By Dave Wolak
Across much of the country, it’s approaching spawning time. The water temps are right and during that first spring full moon, the ladies will move into the shallows to pair up with the fellas. These shallow bass are notoriously spooky, so it’s more important now than during the rest of the season to be stealthy.
I grew up sneaking around little smallmouth and trout creeks with fly and spinning gear, and I learned early that wearing muted earth tones increased my success. If I had been wearing a modern, vibrant bass tourney jersey back then, every minnow and nymph in the stream would have swam full speed in the opposite direction. That’s why I don’t wear a tourney jersey this time of year, even during tournaments. Yet I still see guys that look like Jeff Gordon in full race attire on the water during the spawn. This makes no sense.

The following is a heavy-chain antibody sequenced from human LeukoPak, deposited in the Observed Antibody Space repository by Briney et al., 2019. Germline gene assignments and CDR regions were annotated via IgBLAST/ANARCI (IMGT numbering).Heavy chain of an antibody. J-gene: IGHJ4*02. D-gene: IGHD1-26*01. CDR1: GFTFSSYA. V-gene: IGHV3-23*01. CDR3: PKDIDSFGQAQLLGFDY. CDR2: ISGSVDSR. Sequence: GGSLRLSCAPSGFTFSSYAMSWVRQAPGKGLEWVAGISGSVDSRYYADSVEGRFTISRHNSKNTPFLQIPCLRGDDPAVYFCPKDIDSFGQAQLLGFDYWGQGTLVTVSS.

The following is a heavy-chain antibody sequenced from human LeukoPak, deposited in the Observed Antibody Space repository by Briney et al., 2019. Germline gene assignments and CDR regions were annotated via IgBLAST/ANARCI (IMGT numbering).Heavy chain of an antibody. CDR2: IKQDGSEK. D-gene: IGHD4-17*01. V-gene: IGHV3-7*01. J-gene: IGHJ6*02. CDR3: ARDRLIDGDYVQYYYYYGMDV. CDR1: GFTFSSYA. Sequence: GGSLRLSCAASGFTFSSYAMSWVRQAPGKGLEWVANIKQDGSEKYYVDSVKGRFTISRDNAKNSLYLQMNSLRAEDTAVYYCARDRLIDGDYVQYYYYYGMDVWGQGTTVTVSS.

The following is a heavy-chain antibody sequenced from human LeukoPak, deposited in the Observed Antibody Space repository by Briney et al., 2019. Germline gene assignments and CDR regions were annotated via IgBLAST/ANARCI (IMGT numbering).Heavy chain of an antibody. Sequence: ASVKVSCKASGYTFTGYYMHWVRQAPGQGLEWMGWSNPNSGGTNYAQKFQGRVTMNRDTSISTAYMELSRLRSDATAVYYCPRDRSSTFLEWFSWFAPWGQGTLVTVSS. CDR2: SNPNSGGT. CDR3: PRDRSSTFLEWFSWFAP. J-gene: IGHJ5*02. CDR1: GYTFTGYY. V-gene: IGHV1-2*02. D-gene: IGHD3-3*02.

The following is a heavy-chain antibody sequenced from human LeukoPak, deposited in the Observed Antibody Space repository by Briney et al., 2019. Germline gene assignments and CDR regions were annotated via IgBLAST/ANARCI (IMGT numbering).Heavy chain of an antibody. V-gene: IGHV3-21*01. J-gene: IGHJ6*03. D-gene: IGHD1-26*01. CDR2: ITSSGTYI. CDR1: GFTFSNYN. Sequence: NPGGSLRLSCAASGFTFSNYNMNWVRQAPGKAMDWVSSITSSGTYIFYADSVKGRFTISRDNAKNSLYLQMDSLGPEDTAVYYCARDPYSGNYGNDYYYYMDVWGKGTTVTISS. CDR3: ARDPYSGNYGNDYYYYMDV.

Bright colors are red flags for animals. If you think about it, things like poisonous snakes and bees have bright red and yellow coloring, and even humans instinctively know to stay away from them. Drastically contrasting colors and unfamiliar movements put a bass’s brain on alert. So here are some things to keep in mind when choosing your wardrobe and moving in on bedding bass.
When fish look up, the backdrop they most often see is the sky, so wear whites, light blues, and grays. Next, and equally important, limit overall body and boat movements. Try not to transmit noise through the boat by stomping on deck, slamming compartments, or creating little tympanic commotions by rustling through ice to find a soda. When I’m moving in on a bedded bass I pretend I’m in a deer stand up wind from a trophy buck at all times. Much like taking a shot with a bow, angle is crucial, too. The more glare between you and the bass’s eyes, the more bites you’re likely to score. Quality polarized glasses and keeping your distance from the fish make glare good for you, bad for the bass.